Why Do Women Expect Less? On the Gender Gap in Wage Expectations before Labor Market Entry

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IZA Seminar

Place: Schaumburg-Lippe-Str. 9, 53113 Bonn

Date: 24.11.2015, 12:15 - 13:30


Presentation by 

Pia Pinger (University of Cologne)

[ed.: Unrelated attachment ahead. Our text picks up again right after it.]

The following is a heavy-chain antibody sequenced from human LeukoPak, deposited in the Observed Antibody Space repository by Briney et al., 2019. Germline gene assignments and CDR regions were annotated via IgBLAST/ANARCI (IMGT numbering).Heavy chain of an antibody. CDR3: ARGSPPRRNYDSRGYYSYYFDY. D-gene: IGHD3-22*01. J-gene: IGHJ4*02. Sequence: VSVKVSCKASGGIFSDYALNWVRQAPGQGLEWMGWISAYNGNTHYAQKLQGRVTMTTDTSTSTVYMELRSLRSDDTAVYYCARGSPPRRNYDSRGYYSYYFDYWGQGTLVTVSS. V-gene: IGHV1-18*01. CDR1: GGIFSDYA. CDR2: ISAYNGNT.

This study investigates why women have much lower wage expectations then men even before labor market entry. We elicit individual wage expectations, expectations about future job characteristics, and individual preferences and traits from a sample of over 15,000 students. Using these data, we document that female students expect to earn roughly 17 percent lower wages than male students on their first job and that this gap increases to 30 percent when looking at the expectations for wages at age 55. The accumulated life-cycle gap in expected labor earnings amounts to around 500,000 EUR. We then decompose the expected wage gap into components attributable to expected labor force interruptions, expected number of hours worked, expected discrimination, study subject, self-reported wage negotiation styles, personality traits, economic preferences, IQ and subjective ability. Our results indicate that a large portion of the overall gap in expected wages relate to sorting into different study subjects/occupations and negotiation styles, while individual traits and expected labor force interruptions are largely unimportant.

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